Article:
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Tuesday, February 22, 2011

Recognizing Strongholds

Dr. Gary Roberts
Robertson School of Government

The weapons we fight with are not the weapons of the world. On the contrary, they have divine power to demolish strongholds (2 Corinthians 10:4).

Our Christian walk is a glorious adventure, but with hidden spiritual warfare dangers. One of the most pernicious is strongholds. Os Hillman has a very clear definition of a stronghold:
A stronghold is a fortress of thoughts that controls and influences our attitudes. They color how we view certain situations, circumstances, or people. When these thoughts and activities become habitual, we allow a spiritual fortress to be built around us. We become so used to responding to the "voice" of that spirit, that its abode in us is secure. All of this happens on a subconscious level.1
Strongholds produce strong passions and emotions including fear, anger, jealousy and rejection, among many others. Strongholds frequently go unrecognized given that they habitually center on God-honoring activities and motives. I struggle with work-related strongholds of perfectionism and affirmation addiction in which “the job” sometimes becomes a “god,” giving a foothold to the fear and cares of this life, thereby sowing tares in my wheat fields. We become so busy laboring in God’s name, we forget that we are under His authority in a God-directed partnership. What are some of the key indicators of a stronghold’s presence? One factor is that we are driven to succeed irrespective of the cost.

God always leads us, while strongholds compel us with an exaggerated sense of duty, obligation and compulsion that extinguishes the joy, peace and satisfaction of working in harmony with the Lord. In effect the stronghold becomes our master, as we begin to rationalize that our fleshly motives are synonymous with God’s will. A second factor is that the stronghold becomes more important than obeying God. When our ministry becomes a god, we refuse to walk up our own personal Mt. Moriah (Genesis 22) and sacrifice what is most precious to us. Like Peter after the resurrection in John 21:15, God is asking me, “Gary, do you love me more than these? And I say, “Yes, Lord you know I do,” but our actions contradict our words. In effect, we have become desensitized to the pain. We prefer living in bondage with our known stronghold than facing the fear of an unknown future in which the stronghold “splinter” is removed. In essence Jesus is asking us the same question as the man at the pool of Siloam, do we want to get well? Often the answer is really no, and like the crippled man at pool, we always have an excuse, as we grow fond and accustomed to the pain.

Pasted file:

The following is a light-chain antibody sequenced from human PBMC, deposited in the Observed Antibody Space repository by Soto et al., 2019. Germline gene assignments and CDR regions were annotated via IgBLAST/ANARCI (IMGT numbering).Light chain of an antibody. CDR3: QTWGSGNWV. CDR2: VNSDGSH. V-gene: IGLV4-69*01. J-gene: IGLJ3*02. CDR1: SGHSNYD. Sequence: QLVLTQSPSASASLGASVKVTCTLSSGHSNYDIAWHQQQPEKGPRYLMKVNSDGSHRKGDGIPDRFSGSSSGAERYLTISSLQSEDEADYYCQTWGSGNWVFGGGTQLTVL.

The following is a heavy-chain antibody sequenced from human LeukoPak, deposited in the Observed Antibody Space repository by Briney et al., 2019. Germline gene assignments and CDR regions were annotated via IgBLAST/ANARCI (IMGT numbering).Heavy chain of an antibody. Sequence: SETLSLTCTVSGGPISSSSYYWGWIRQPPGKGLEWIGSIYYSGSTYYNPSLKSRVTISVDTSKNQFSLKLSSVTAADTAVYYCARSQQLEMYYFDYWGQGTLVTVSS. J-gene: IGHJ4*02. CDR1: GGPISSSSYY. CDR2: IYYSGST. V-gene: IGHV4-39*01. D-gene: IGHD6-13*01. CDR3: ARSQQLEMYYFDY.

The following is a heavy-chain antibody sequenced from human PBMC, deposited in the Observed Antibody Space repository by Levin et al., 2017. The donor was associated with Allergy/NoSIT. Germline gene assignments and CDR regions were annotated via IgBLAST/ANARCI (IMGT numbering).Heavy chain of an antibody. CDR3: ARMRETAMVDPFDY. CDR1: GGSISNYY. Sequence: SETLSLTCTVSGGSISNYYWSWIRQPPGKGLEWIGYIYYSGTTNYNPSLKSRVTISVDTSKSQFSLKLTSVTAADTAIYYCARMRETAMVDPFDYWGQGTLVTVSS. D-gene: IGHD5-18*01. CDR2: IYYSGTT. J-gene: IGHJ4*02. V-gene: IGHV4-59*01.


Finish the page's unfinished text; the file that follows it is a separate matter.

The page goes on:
A third element of a stronghold is an unrelenting rumination, obsession and “what-if” focus dominating our thinking patterns. In essence, where your treasure is, there is where your heart (and thoughts) is also. It seems at times that my work took precedence over my wife’s cancer, at least at a mental thought frequency level. Strongholds overwhelm our spiritual peace when we assign them a higher precedence given an endemic double-mindedness. When I was with my wife, my thoughts frequently focused on the work that needed to get done. When I was working, I experienced guilt over neglecting my wife. What is the underlying root cause of a stronghold? The motives are always self-promoting, and in my case it was the fear of failure and the perceived negative judgments of others in my desire to gain approval and affirmation. Godly motives are founded upon agape love, the unselfish placing of the needs of others over our own.

Each stronghold possesses a unique set of causal factors, but the underlying principle is relying on a counterfeit source for unconditional love, forgiveness, affirmation and significance. For example, we can confuse God’s will with that of our ministry or vocational work. When we are driven by affirmation anxiety, we are always concerned about appearances and what would my fellow Christians think. We operate under the mistaken assumption that other Christians are hearing or speaking for God, and that is clearly not always the case. The central question is to focus our thoughts on what motivates and grieves Jesus, what does He think and what would He do?

When we are committed to success irrespective of the cost, place our ministry above God’s will, and find our thoughts dominated by the issue, we need to confess, repent and renounce our sin. The first step in overthrowing a stronghold is to recognize its presence by asking the Holy Spirit to reveal and illuminate the flawed thought and behavioral patterns. We must “test our spirits” and confess what the Holy Spirit reveals. This is much more difficult to implement in practice given our proclivity for denial and the stronghold’s resistance to discovery and identification. We then must seek the Holy Spirit’s power to change our thought patterns. We cannot accomplish this task based upon self-will and effort.

The good news is that when we recognize and challenge our strongholds, our trust in God grows as we begin to view our situation from an eternal perspective. The strongholds that Jesus frees us from become a great source of ministry, healing and a demonstration of God’s victory. So please do not weary in your well-doing, and trust the Lord for victory over every stronghold in your life.

1 Hillman, Os, TGIF-Today God Is First, Spiritual Strongholds, February 16, 2007.

1 comment:

  1. What an amazingly insightful and spot-on article! So timely and so needed. So true that strongholds become so ingrained that they are perceived as personality traits rather than offenses to God requiring the Helper, the Holy Spirit, to illuminate and route them. Time for a personal inventory of my own thought patterns. This is a keeper! Thank you for your transparency, Dr. Roberts! This will help many! Praying for wide readership.